Hi, everyone. It's been a while since I've posted, but here we are.
Stuff has changed. You might have seen the fallout from it recently-- we've had to reevaluate friendships and time management and how to live with ourselves. I think we all hoped it would never come. But, that's life. You get knocked down, you get back up.
Let's start again. Howdy. I'm Cap, here to tell you about how to get back into a rhythm you might have lost.
Writing is a lifestyle. Anyone can be a writer, but if you want to improve in the craft, you need to set aside time for it, again and again. That can be hard. In different stages of life, you might be asked to use that time for other things. You might not be able to compromise. Sometimes, you have to realize that your former dream-- writing, publishing, whatever-- needs to take a backseat.
That's going to hurt. A lot.
But sometimes you realize that although writing is hard right now, it isn't impossible. It's still a dream you want to achieve. Even though you can't set aside the time you wish you could, you can still work toward that goal.
So how to deal with that? When your writing routine, which worked for such a long time, gets interrupted-- how do you bounce back and keep working? How do you get back into that flow you had before?
Let me tell you a story.
A couple years ago, I enjoyed the wonderful status of Very Few Responsibilities ™. I was in-between missions, I had solid three months of paid vacation from SHIELD saved up (this was before the whole Hydra snafu), and I was raring to write. Let me tell you, I wrote fast. I wrote this 65k baby in something like 13 days. My fingers were flying. I had a week where I wrote at least 8k per day, building up to 16k one time— a full quarter of the book, in one day. I can't say the book was that great, but I really ripped through it.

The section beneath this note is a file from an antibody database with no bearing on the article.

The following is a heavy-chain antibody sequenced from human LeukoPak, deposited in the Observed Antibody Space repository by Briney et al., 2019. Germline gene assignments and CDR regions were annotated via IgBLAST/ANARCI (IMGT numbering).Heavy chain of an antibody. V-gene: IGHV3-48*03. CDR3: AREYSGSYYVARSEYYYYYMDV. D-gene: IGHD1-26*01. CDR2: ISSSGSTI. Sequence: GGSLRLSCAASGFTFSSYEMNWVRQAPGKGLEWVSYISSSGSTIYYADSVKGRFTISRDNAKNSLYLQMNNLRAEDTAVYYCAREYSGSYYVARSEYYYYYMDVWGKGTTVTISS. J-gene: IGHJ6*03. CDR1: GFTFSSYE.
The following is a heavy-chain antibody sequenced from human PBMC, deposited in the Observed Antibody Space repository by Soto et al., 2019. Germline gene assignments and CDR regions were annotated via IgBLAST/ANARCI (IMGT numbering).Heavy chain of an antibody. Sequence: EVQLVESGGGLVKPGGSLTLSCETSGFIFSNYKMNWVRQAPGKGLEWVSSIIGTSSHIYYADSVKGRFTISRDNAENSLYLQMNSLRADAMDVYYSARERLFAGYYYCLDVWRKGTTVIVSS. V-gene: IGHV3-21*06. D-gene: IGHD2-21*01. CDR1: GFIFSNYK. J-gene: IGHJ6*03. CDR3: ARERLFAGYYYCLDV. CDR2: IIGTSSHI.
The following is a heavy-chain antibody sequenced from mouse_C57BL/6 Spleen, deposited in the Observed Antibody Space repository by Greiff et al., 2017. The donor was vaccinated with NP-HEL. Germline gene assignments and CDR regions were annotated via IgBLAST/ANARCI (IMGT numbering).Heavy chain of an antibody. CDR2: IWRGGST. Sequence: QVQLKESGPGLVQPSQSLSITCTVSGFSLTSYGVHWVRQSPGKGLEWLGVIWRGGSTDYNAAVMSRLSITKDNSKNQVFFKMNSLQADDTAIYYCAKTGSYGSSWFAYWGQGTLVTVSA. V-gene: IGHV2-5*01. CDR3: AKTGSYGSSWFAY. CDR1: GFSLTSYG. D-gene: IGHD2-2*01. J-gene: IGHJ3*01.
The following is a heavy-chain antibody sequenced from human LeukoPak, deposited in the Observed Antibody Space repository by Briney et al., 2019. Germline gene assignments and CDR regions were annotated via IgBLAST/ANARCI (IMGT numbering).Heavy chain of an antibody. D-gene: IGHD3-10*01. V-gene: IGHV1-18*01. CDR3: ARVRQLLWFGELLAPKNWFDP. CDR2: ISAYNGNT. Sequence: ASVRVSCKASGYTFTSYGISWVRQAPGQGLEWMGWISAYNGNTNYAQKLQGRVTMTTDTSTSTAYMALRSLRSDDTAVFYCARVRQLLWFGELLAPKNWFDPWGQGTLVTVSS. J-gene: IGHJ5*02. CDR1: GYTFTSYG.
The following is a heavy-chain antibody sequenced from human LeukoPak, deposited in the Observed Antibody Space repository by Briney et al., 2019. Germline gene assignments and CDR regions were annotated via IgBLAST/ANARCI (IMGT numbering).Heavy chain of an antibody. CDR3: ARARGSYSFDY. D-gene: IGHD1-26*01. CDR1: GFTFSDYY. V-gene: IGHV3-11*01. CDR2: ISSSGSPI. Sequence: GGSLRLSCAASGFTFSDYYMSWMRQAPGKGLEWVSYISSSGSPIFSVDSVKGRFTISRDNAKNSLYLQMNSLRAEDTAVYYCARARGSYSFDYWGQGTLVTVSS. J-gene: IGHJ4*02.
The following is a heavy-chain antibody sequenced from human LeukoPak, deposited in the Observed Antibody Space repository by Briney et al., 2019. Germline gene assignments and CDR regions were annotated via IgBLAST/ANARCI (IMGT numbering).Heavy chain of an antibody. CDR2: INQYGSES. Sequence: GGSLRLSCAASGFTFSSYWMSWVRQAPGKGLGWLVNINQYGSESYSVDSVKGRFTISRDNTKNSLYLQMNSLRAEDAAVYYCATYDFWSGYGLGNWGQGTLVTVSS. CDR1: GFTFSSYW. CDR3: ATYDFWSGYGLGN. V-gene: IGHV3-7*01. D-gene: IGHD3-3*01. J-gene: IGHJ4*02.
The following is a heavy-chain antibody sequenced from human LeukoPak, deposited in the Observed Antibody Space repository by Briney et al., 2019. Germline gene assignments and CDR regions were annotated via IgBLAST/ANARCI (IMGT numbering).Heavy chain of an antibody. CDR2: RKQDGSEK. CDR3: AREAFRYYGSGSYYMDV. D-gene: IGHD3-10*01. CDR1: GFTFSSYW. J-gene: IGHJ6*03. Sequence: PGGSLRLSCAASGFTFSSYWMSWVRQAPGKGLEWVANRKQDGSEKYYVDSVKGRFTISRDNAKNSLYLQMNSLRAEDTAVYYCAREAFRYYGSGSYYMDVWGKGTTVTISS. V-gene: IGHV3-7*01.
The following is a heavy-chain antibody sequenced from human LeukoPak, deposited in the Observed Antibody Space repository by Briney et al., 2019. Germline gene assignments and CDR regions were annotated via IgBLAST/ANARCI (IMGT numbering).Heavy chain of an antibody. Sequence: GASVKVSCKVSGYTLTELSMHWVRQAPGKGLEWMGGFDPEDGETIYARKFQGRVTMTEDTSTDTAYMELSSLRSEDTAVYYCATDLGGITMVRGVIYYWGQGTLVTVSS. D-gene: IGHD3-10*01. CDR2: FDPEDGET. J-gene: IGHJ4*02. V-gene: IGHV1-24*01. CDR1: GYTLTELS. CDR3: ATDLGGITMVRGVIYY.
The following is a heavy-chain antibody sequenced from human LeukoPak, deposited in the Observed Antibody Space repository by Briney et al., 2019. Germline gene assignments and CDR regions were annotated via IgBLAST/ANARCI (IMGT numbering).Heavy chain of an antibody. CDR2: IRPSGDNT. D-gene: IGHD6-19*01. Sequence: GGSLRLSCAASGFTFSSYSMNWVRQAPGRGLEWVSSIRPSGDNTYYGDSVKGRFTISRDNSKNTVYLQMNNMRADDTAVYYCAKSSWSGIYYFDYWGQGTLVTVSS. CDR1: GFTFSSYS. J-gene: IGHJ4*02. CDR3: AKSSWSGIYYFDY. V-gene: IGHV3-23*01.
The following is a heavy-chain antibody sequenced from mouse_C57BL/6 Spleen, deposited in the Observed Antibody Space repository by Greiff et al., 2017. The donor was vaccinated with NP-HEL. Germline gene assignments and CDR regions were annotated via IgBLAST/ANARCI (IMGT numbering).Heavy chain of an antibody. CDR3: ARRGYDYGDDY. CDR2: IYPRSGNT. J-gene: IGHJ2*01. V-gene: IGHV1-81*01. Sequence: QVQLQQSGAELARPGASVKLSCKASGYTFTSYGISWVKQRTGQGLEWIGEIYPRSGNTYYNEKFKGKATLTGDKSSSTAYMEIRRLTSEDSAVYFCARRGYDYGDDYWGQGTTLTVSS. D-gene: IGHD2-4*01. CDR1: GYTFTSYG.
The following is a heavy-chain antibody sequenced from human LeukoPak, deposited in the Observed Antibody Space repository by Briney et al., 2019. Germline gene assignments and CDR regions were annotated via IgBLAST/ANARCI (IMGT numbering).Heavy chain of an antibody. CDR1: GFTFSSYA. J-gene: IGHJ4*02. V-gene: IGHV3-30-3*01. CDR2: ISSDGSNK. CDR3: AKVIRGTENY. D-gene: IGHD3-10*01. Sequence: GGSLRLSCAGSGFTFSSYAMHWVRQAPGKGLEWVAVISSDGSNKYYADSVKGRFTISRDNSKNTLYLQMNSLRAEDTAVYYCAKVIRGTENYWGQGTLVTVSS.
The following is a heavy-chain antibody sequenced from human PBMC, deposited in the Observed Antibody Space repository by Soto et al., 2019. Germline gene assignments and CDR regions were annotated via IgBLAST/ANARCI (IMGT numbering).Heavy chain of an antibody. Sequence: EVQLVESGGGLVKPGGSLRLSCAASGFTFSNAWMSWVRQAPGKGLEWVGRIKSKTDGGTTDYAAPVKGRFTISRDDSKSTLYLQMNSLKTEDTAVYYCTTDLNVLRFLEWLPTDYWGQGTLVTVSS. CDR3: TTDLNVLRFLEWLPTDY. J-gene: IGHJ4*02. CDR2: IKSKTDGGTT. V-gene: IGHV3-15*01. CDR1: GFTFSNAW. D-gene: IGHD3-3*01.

Fast-forward to this year, when I started a novel back in February and ended it in May. That might have been the longest I've ever taken to write a complete book. It was hard. It felt like pulling teeth. A million things were happening all at once, I was stressed out, I couldn't concentrate on anything, but I finished it.
But through that entire novel, I was thinking about how easy the 65k one had been. Thirteen days. Thirteen. Why couldn't I write that fast all the time? If ever I needed to blow through a novel, this was it. I had no time for anything.
Looking back on that time of my life, I realized that I had lived a different life back then. I couldn't have dreamed of the stresses I now faced. I had become a different person in those years, and I couldn't just close my eyes and return to my old life.
Well, same thing happened when I was frozen for all those decades. I had to rediscover how to live the life I wanted to live, without my friends, with different stresses. I had bounced back then. I could bounce back now, with writing.
It was difficult, but I pushed myself through. I wrote one or two thousand words a day, sometimes only a couple hundred. I started reading more regularly. I got in touch with old friends. I still didn't have the time I wished I had, but at least I was moving forward.
Now I'm working on editing an old novel. I'm not moving very quickly on that either, but I'm moving forward, and that's what's important. I'm still trying to figure out a good system I can use for this next season of life, but that's okay. Life is growth. I couldn't stand anything less.
If you find yourself in this position, stuck and wondering if you'll ever find the time to get back to your dreams, just remember these two things.
If you think it's worth it, it's worth it. It doesn't matter what anyone else thinks, especially with something like this. If you think it's worth it but your surroundings look down on it, that's their problem, not yours. Make time for it. Prove that you're willing to work hard for what you want.
Any progress is better than no progress. Move forward. Don't sit in one place, or backslide. move forward. If you can keep moving forward, you'll begin to learn how this new lifestyle fits with your lifelong dream.
Unfortunately, I can't tell you how to live. I can't tell you what works for you. But I know this: if you write, you're a writer. If that means five words or five thousand, it doesn't matter. You're still a writer. You're still pursuing that goal. And even though you might have changed, the value and the joys of writing have not.
Go write, my friends. Pick yourself up. Get yourself going. Don't weep over the rhythm you might have lost-- find a new one and make it work. Good luck.